There are times when a writer just gets stuck. Not ‘writer’s block’ stuck, but in a ’motivationally challenged’ kind of way. That was me in November.
My book came out in July and was having modest success. People were asking about a sequel and I had begun developing a storyline which I was excited about.
I could have plowed ahead, but somehow wasn’t quite up to it. Maybe the second book won’t take four years, but still… knowing my turtle pace, I’m sure it will be at least two.
Someone who knows me well suggested taking a novel break and try writing short stories. One-a-day. Like multiple vitamins. “You don’t have to finish one every day,” she added, seeing my skepticism. “But come up with a new storyline you can finish later. Try it and see what happens,” she said. A little too breezily I thought.
But I liked the idea, even though I had no idea how to write short stories. It was a very ‘Ray Bradbury’ thing to do and I went for it. So while everyone else was doing the NaNoWriMo challenge in November, I created my own Short Story challenge.
Depending on the number of times I hit the ‘Snooze’ button, I have about two hours of concentrated writing time every morning. Here’s how I did it.
My rules for writing 20 short stories in 20 days:
- Every morning I had to come up with an idea for a short story.
- I had to start a new one every day. (No editing a previous start.)
- I couldn’t ‘cheat’ by thinking about what I’d write the night before.
- I had to NaNo write, meaning just plunder in and write off the cuff, grabbing at the slightest hint of an idea until something landed solidly on the page. This is also a very ‘Bradbury technique’. If you haven’t watched Ray Bradbury’s videos lately, they’re worth checking out.
- I set a time limit. Twenty stories in twenty days sounded right.
I got organized and made a Word Doc called ‘Short Story Grab Bag’ and inserted a table into it. At the top is a definition and five elements of a short story and some inspirational quotes. Then I made sections for Themes, Story Settings, Phrases that intrigue me, Metaphors, Interesting Words, Euphemisms, Phobias, Objects of Interest, Characters of Interest. I can throw anything in the Grab Bag at any time.
Each story idea, however, no matter how long or short, has its own separate doc.
Everything is in the same Folder simply titled: Short Stories
To kick the muse into action each morning, I used a variety of these tools.
- First things first: Make coffee and feed the cats.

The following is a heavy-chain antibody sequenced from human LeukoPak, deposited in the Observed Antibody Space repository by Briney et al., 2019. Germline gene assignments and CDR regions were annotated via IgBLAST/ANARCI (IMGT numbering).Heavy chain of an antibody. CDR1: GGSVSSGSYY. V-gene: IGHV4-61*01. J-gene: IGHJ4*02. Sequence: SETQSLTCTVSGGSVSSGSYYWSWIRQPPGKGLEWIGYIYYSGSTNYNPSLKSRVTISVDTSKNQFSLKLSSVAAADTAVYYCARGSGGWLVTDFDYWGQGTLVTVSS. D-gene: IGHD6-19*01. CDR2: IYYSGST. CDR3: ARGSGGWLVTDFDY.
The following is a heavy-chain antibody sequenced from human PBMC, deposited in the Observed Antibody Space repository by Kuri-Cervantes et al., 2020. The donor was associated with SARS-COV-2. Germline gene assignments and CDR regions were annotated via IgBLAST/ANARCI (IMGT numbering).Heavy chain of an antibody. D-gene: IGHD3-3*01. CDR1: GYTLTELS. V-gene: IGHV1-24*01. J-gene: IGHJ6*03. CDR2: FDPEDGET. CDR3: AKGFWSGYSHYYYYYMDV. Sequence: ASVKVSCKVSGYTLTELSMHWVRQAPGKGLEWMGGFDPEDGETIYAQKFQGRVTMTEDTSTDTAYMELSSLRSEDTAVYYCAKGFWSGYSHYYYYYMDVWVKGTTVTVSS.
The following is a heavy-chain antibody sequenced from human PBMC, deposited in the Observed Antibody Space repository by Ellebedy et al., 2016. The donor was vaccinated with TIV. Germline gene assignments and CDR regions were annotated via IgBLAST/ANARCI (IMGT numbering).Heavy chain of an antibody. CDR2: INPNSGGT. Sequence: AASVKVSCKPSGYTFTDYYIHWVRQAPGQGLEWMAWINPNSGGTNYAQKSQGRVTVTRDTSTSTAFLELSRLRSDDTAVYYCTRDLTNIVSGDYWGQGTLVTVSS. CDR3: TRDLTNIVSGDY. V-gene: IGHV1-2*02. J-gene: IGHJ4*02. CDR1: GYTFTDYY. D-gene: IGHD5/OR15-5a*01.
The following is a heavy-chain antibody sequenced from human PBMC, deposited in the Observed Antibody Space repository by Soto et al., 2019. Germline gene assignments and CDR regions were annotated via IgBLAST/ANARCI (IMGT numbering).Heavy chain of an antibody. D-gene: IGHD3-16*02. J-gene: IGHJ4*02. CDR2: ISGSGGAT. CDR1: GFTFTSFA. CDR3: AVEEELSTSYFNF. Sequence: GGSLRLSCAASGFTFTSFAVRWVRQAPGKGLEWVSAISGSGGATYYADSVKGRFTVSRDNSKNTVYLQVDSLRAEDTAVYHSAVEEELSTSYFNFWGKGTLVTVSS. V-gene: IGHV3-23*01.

- Settle in at my computer.
- Select a book from my ragtag collection that includes: Timetables of History, A Dictionary of Euphemisms, Sisson’s Word and Expression Locator, Thereby Hangs a Tale (Stories of Curious Word Origins). All of which I bought for $1 or less from our library book sales. They’re a great resource of ideas.
- Read Yahoo’s Odd News for plot and/or characters. It’s amazing what happens when you throw two or three disparate characters together in an out-of-the-ordinary setting.
- Check the Grab Bag, if needed, for a setting, a theme, or some odd phobia I can saddle my character with. People have some strange fears, including the fear of garlic, peanut butter, English culture and feathers.
Some days the plugs would spark before I finished my first cup of coffee. Other days it took the whole two hours. I don’t know how, but I managed to come up with more than 20 stories in 20 days. Here’s a few samples:
- A globe-trotting, gum-chewing Aunt who loves the kids and horrifies the parents, turns out to be a CIA agent.
- A man who believes someone is trying to kill him; the only thing that will save him is a white rooster which he carries everywhere.
- Discovery of a mysterious box containing ten thousand wedding rings.
- A homeless man who receives a $1and spends it in an unusual way.
- Story told through the POV of a front door who undergoes many transformations and sees more than the inhabitants of its house.
- A taxi driver, his cat and the drive of a lifetime
Why I’m starting to love writing short stories.
- I can play around with them to my heart’s content and still be done in a week or two, which gives me a sense of completion sooner.
- I can work on honing my writing skills in this smaller format that doesn’t require juggling all the bulky elements needed for a book.
- I can practice writing from a variety of POVs.
- I can write a story with a character I intend to use in a book, in order to get to know him/her better.
- I can write a story with a character that had to be cut from a book, but refuses to die.
Before I started this, I’d never written a short story. Now I’m hooked.
Update 1.8.12: Since doing this challenge, I’ve completed three short stories and picked up the gauntlet of writing another book.
Interested? Here’s the rules for my Short Story challenge?